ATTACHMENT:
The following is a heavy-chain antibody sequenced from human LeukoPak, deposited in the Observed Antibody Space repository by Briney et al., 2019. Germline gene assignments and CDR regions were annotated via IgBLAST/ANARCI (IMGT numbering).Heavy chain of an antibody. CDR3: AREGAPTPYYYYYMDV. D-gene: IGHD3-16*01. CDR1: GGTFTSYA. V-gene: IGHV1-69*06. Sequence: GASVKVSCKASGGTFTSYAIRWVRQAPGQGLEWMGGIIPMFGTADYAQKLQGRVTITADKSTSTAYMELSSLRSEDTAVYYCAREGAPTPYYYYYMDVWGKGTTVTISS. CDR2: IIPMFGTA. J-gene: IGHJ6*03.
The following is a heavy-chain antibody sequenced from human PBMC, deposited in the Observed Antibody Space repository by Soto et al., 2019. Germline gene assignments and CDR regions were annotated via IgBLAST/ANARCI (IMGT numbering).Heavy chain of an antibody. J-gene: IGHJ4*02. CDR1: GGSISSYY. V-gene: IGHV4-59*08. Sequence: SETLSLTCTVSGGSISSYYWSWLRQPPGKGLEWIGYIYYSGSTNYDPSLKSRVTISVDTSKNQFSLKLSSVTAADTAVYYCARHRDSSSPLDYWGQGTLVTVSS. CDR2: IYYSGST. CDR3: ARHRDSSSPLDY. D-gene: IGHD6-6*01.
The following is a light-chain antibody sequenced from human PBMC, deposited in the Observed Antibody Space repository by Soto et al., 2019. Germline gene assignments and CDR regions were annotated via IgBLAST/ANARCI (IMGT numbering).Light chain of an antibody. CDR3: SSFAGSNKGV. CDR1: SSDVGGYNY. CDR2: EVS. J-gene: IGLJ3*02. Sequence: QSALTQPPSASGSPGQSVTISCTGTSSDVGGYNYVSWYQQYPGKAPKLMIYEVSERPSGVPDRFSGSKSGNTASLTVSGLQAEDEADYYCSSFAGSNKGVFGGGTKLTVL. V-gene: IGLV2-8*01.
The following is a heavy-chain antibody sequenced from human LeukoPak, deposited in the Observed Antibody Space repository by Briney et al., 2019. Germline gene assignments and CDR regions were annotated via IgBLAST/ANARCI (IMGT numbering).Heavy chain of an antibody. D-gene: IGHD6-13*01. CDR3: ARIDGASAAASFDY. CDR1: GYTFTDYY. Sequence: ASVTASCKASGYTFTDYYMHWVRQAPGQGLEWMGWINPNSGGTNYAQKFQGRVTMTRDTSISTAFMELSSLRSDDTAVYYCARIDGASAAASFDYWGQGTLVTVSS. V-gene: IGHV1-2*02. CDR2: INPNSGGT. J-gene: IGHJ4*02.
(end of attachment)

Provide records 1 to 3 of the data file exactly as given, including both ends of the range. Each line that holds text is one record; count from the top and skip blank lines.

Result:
The following is a heavy-chain antibody sequenced from human LeukoPak, deposited in the Observed Antibody Space repository by Briney et al., 2019. Germline gene assignments and CDR regions were annotated via IgBLAST/ANARCI (IMGT numbering).Heavy chain of an antibody. CDR3: AREGAPTPYYYYYMDV. D-gene: IGHD3-16*01. CDR1: GGTFTSYA. V-gene: IGHV1-69*06. Sequence: GASVKVSCKASGGTFTSYAIRWVRQAPGQGLEWMGGIIPMFGTADYAQKLQGRVTITADKSTSTAYMELSSLRSEDTAVYYCAREGAPTPYYYYYMDVWGKGTTVTISS. CDR2: IIPMFGTA. J-gene: IGHJ6*03.
The following is a heavy-chain antibody sequenced from human PBMC, deposited in the Observed Antibody Space repository by Soto et al., 2019. Germline gene assignments and CDR regions were annotated via IgBLAST/ANARCI (IMGT numbering).Heavy chain of an antibody. J-gene: IGHJ4*02. CDR1: GGSISSYY. V-gene: IGHV4-59*08. Sequence: SETLSLTCTVSGGSISSYYWSWLRQPPGKGLEWIGYIYYSGSTNYDPSLKSRVTISVDTSKNQFSLKLSSVTAADTAVYYCARHRDSSSPLDYWGQGTLVTVSS. CDR2: IYYSGST. CDR3: ARHRDSSSPLDY. D-gene: IGHD6-6*01.
The following is a light-chain antibody sequenced from human PBMC, deposited in the Observed Antibody Space repository by Soto et al., 2019. Germline gene assignments and CDR regions were annotated via IgBLAST/ANARCI (IMGT numbering).Light chain of an antibody. CDR3: SSFAGSNKGV. CDR1: SSDVGGYNY. CDR2: EVS. J-gene: IGLJ3*02. Sequence: QSALTQPPSASGSPGQSVTISCTGTSSDVGGYNYVSWYQQYPGKAPKLMIYEVSERPSGVPDRFSGSKSGNTASLTVSGLQAEDEADYYCSSFAGSNKGVFGGGTKLTVL. V-gene: IGLV2-8*01.